Discuss determinism in 'Middlemarch'.

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Jamie Wheeler eNotes educator| Certified Educator

First, let's start with a working definition of determinism. Determinism is "the doctrine that all events, including human choices and decisions, have sufficient causes. "

For example, the death of Raffles has both human decisions and sufficient cause. "Bulstrode does not follow Lydgate's medical instructions, Raffles dies, and Lydgate is under suspicion until Dorothea clears the matter and his reputation. Lydgate realizes people think the 1,000 pound loan he took from Bulstrode was a bribe to "hush" the murder of Raffles. He accepted a loan from Dorothea to cover the debt and cut all communication with Bulstrode" (enotes).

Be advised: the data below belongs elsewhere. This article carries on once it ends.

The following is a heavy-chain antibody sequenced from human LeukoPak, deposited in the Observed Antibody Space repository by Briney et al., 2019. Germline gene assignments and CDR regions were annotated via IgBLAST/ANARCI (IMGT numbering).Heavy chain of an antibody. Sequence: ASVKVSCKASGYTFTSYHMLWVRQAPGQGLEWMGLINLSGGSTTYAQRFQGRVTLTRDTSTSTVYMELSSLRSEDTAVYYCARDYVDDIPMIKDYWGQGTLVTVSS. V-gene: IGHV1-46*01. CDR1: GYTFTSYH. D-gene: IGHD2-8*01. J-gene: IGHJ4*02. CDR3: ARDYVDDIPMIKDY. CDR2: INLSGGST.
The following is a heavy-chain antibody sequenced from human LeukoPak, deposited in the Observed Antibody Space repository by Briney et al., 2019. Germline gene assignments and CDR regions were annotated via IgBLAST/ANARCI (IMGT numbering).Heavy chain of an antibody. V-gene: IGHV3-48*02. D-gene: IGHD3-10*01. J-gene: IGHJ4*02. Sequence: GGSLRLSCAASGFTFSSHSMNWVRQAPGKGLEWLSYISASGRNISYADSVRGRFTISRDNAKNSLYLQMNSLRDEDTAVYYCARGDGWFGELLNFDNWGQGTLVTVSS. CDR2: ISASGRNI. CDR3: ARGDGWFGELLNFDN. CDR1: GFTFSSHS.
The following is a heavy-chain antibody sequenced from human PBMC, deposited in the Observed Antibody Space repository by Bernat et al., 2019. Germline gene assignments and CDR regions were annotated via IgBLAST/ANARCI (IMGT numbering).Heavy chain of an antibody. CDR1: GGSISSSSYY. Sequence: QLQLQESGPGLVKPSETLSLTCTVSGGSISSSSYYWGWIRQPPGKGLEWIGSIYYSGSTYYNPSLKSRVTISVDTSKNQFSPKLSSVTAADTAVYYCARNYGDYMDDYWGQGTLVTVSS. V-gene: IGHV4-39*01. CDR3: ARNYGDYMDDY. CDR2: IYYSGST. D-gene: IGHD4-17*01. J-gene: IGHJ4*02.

Determinism is one of the most hotly contested aspects of Eliot's novel. Critic Gerald Bullet, for example, argues that "Determinsim is a form of death because it makes everything, including our own thinking, a mindless mechanism." But others, among them George Levine, argue that "George Eliot was a consistent determinist and that this sense was in no way incongrous with her continous emphasis on moral responsibilty and duty." In other words, actions may have predictible consequences, but we are certainly not powerless nor free from culpability of responsible action.

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Middlemarch

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